iOS 6 is scalable to 640 x 1136, possibly the dimensions of the next gen iPhone

Of all the rumors thrown around in regards to the next generation iPhone, a larger display is one of the most interesting and persistent. And now there may actually be evidence in iOS 6 that points to a taller display, and a pixel count measuring 640 x 1136. 9to5Mac's Mark Gurman did some digging into the iOS simulator -- the program that lets you test iOS apps on the Mac -- and found that that resolution not only works, but seems programmed in.

Thanks to some tweaks to the iOS Simulator application that is included in the iOS development tools, we were able to run the simulator at the rumored next-generation iPhone display resolution of 640 x 1136. We did this running both the current public release of iOS 5.1 and the upcoming iOS 6.0 The iOS 5.1 simulator displayed the home screen with a stretched set of four rows of icons. On the other hand, iOS 6 displayed five complete rows – as our sources said Apple was testing for taller iPhone displays.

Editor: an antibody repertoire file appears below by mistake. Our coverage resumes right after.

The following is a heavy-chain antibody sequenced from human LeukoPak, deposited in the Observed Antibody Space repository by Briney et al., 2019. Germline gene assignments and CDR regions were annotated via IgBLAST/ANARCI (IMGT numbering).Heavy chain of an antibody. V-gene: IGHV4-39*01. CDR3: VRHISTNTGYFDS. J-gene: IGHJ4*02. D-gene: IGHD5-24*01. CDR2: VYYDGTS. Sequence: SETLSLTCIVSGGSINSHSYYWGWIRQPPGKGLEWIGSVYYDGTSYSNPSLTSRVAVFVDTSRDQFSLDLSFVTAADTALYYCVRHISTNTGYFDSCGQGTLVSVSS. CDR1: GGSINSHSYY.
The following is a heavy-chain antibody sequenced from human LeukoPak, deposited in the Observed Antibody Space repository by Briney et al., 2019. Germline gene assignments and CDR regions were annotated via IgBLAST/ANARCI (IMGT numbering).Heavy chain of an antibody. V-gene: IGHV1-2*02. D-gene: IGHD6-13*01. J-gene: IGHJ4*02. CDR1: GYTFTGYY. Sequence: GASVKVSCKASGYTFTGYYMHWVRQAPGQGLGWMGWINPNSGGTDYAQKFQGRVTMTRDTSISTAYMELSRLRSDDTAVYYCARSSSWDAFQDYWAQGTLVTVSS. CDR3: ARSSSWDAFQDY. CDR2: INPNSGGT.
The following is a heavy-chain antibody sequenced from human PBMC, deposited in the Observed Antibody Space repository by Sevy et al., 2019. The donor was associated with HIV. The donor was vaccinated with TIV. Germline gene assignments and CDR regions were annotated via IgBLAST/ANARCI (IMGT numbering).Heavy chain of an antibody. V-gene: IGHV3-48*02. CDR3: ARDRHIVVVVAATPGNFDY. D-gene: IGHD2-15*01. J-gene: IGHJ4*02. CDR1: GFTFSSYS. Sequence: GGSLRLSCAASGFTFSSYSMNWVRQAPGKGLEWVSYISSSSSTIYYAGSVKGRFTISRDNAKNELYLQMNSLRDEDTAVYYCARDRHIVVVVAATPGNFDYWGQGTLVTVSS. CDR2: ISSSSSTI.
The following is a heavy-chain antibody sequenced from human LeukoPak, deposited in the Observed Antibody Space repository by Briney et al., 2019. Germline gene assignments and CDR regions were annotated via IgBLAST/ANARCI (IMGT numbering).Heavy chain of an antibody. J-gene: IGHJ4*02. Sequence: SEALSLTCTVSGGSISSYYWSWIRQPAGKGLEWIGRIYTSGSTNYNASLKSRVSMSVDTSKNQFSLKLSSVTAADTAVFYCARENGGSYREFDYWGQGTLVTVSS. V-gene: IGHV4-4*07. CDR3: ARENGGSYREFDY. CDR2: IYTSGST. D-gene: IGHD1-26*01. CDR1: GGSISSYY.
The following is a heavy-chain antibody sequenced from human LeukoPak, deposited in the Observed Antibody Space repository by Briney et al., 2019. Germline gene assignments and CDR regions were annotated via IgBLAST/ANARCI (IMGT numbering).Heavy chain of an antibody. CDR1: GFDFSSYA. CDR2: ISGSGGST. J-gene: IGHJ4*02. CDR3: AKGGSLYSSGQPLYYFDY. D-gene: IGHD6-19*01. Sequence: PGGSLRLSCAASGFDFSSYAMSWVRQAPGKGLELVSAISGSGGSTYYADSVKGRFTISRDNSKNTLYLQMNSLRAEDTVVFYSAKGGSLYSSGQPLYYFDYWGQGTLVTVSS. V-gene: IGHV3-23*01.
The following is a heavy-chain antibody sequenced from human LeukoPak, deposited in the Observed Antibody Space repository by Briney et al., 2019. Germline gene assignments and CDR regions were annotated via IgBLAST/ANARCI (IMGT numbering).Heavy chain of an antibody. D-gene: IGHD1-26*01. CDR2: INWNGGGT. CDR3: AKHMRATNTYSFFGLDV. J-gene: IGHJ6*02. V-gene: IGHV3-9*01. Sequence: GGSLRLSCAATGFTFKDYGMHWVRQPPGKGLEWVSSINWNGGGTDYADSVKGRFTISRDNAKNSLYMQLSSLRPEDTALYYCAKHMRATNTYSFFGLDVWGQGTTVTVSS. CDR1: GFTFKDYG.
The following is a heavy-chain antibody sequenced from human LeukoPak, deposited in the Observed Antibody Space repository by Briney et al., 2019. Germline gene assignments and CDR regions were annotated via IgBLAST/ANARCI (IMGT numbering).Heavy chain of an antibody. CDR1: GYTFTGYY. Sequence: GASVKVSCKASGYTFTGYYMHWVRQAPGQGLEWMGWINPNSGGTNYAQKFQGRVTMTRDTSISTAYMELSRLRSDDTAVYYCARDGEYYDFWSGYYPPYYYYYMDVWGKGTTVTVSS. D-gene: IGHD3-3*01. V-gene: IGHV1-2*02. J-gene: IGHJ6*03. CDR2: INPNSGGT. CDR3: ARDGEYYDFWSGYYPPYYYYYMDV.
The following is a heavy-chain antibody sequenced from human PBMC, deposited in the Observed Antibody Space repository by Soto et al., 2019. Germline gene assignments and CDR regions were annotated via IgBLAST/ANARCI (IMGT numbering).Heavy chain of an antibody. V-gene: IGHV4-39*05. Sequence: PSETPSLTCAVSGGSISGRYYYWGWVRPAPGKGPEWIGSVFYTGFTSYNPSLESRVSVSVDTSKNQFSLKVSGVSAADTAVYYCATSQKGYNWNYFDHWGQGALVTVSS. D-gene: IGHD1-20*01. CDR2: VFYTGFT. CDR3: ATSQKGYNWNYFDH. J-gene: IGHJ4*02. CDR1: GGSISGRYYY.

Under iOS 5.1.1, scaling to a larger display result only in the same 4 rows of icons that we currently see on the iPhone Home screen. The difference in iOS 6 is that the iOS simulator will actually scale to fit a full 5 rows of icons on a display sized at 640 x 1136.

iOS 6 scaleable icons from 9to5mac

9to5Mac has also confirmed that no other combination if display size will scale correctly. At this stage it's unlikely that Apple is still testing prototypes. It may be more likely that we'll see a taller iPhone with these dimensions come Apple's official announcement this Fall.

We've seen tons of leaked parts assembled that support that type of display, and we've previously gone over how Apple could implement a 4-inch, 16:9 iPhone.

Having the 640 x 1136 resolution supported in the iOS 6 simulator is just one more piece of the puzzle. We'll only know for sure when Apple updates all of their iOS products this Fall. In the meantime, hit the link below to read more and see more images.

Source: 9to5Mac